Heroic Failure and the British

Stephanie Barczewski

View Inside Price: $40.00


March 22, 2016
280 pages, 6 1/8 x 9 1/4
54 b/w illus.
ISBN: 9780300180060
Cloth

From the Charge of the Light Brigade to Scott of the Antarctic and beyond, it seems as if glorious disaster and valiant defeat have been essential aspects of the British national character for the past two centuries. In this fascinating book, historian Stephanie Barczewski argues that Britain’s embrace of heroic failure initially helped to gloss over the moral ambiguities of imperial expansion. Later, it became a strategy for coming to terms with diminishment and loss. Filled with compelling, moving, and often humorous stories from history, Barczewski’s survey offers a fresh way of thinking about the continuing legacy of empire in British culture today.

Stephanie Barczewski is professor of history at Clemson University and the author of Titanic: A Night Remembered, among other books. She lives in Greenville, SC.

'This is a thoughtful, very original and well argued book that reassesses the many links that have existed between episodes of failure on the one hand, and imperial power, heroism and masculinity on the other.' - Linda Colley, author of Britons: Forging the Nation 1707–1837

'This book deftly places a British tradition of "heroic failure" not as the exemplar of modesty or stoicism, but as an alibi of empire. In Barczewski's capable hands, oft-told stories such as Stanley's encounter with Livingstone, the Charge of the Light Brigade, Captain Scott's death in the Antarctic, and the "last stand" almost anywhere shine in a new light cast by imperial hubris. The result is a good read as edifying as it is entertaining.' - Peter Mandler, author of The English National Character: The History of an Idea from Edmund Burke to Tony Blair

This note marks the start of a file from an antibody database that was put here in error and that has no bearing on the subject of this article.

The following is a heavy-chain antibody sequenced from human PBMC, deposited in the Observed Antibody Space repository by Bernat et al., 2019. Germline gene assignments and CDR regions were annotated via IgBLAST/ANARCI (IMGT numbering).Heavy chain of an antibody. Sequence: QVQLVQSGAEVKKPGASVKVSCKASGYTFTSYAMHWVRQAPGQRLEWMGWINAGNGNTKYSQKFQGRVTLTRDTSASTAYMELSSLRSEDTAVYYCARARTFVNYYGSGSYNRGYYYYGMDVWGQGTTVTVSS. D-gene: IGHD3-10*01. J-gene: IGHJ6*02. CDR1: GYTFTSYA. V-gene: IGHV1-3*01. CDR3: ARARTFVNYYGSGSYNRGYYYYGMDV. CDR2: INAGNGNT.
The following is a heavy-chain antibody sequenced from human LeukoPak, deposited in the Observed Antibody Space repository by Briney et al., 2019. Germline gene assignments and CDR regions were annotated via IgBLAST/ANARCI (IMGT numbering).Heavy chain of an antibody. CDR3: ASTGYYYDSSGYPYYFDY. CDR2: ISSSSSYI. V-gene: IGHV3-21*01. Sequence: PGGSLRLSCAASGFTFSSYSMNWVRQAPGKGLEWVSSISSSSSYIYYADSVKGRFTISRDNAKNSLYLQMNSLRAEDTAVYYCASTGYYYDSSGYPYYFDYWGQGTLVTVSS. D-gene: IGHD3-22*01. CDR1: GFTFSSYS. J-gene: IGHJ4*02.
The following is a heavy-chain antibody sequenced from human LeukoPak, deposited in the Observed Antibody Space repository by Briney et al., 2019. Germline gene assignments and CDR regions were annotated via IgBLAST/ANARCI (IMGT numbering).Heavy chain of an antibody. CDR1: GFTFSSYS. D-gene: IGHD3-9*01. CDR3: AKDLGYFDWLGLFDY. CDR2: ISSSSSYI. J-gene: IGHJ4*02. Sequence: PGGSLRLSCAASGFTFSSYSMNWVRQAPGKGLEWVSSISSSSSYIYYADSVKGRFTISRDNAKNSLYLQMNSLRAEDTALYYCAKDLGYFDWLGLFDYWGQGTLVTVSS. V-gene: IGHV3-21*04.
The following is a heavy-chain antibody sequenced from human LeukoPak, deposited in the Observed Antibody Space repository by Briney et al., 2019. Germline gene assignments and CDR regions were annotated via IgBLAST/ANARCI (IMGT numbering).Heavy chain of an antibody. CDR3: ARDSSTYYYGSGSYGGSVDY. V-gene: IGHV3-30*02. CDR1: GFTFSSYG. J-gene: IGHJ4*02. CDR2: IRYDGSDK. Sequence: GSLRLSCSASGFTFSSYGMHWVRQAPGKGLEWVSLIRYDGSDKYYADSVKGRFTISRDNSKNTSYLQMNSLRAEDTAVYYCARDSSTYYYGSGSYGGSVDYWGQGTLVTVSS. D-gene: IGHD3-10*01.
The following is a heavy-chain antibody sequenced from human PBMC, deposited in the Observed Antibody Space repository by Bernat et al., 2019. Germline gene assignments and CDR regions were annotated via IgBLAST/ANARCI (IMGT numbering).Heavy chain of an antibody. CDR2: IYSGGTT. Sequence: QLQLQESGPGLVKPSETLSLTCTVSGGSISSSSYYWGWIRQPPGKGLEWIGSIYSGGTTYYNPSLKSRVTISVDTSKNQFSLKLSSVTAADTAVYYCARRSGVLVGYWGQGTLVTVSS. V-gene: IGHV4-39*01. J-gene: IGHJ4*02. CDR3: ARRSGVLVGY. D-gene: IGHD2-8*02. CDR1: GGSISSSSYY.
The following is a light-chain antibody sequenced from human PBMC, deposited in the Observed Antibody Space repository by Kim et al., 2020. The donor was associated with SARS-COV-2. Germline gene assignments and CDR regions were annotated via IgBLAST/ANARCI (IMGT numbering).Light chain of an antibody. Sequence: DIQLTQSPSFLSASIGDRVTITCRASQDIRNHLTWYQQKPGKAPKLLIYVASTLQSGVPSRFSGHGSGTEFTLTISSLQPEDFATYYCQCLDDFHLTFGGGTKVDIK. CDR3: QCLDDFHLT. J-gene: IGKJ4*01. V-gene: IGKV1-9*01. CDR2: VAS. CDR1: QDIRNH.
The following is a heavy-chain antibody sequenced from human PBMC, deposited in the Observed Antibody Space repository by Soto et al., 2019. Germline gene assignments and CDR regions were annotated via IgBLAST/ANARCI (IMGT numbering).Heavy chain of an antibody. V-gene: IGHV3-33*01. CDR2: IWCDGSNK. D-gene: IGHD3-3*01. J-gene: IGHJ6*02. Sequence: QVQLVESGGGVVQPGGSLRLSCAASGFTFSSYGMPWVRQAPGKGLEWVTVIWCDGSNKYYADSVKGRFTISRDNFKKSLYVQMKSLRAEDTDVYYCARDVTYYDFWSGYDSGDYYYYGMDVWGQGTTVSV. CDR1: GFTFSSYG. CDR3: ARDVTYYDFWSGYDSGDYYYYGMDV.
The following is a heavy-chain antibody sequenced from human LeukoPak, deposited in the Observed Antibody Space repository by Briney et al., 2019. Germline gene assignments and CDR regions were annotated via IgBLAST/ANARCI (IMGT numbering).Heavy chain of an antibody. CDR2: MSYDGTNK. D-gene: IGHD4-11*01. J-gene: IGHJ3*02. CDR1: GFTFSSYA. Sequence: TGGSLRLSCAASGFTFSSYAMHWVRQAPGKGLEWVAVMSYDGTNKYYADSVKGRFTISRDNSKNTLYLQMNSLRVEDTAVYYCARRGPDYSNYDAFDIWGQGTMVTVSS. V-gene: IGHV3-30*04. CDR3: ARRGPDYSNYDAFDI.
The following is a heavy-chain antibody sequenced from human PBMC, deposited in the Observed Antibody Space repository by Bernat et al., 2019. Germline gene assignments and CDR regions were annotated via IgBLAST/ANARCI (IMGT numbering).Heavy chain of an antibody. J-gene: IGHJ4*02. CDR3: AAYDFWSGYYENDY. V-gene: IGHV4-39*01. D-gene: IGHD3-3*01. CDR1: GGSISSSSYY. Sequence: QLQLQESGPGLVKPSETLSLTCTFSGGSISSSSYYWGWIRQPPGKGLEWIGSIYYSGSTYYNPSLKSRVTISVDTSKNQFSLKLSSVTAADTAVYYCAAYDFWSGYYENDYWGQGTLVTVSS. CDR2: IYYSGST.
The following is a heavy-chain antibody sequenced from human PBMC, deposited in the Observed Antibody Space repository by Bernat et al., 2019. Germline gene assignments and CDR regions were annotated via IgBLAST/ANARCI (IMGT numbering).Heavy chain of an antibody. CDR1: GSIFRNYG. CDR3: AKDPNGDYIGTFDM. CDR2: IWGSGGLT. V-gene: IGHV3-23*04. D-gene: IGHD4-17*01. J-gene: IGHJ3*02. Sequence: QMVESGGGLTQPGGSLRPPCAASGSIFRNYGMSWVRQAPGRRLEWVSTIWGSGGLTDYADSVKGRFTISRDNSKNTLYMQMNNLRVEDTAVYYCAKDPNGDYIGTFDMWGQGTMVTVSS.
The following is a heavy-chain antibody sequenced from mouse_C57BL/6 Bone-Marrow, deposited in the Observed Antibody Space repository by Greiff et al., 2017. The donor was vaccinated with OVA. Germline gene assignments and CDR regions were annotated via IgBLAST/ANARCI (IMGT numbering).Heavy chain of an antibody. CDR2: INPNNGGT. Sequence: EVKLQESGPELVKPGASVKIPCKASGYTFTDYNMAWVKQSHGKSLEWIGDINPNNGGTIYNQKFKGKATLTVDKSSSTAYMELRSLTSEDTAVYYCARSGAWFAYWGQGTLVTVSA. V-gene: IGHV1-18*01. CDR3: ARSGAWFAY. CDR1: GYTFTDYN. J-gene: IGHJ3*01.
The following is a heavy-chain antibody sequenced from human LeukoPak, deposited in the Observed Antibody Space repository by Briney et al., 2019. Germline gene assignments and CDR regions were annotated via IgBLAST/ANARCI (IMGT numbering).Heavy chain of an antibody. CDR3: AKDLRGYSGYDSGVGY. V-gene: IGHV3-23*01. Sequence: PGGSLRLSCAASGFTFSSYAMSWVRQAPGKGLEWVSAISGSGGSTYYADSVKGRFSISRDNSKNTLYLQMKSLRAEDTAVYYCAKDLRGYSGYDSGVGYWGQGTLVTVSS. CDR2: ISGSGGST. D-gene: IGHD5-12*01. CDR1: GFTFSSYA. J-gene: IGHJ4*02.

“The author has hit on a rich and fascinating subject…Heroic Failure has some sharp truths to tell about Victorian Britain”—John Carey, Sunday Times 

“Barczewski’s contention is compelling. By promoting an idea of empire as fundamentally about enlightening the natives and promoting trade – unlike the rapacity of Spain’s empire or the egomania of Napoleon – Britons were able to turn a blind eye to the fact that their empire too was built on subjugation and skeletons.”—Stuart Kelly, Scotland on Sunday

“A psychological history. Barczewski maps out trends in British thought and intertwines conjecture about where they have come from... I enjoyed the quest of it; and something about Barczewski evident and fervent anglophilia almost left me feeling quite proud of being Britis.h”—Hugo Rifkind, the Times

“This is a very readable book, and it’s always nice to see imperial figures winkled out of their post-colonial shell for a wider audience… a neat idea that speaks to the current preoccupation with the cultural presence of empire in the RhodesMustFall campaign.”—Joanna Lewis, THES 

“Stephanie Barczewski, with all the post-colonial detachment that comes naturally to an American academic, gives a long and stirring list… she retells the old heroic tales with a narrative touch and a delicate irony which avoids condescension.”—Ferdinand Mount, London Review of Books

“An entertaining and well-written book.”—Jad Adams, History Today

“There is an impressive breadth of scholarship on display in Heroic Failure. Barczewski adds to an important conversation about the memorialization of national heroes.”—Hillary Buxton, H—Net

“A rollicking account of a moral quirk in British culture, one which can affect any powerful and aggressive nation.”—Books and Culture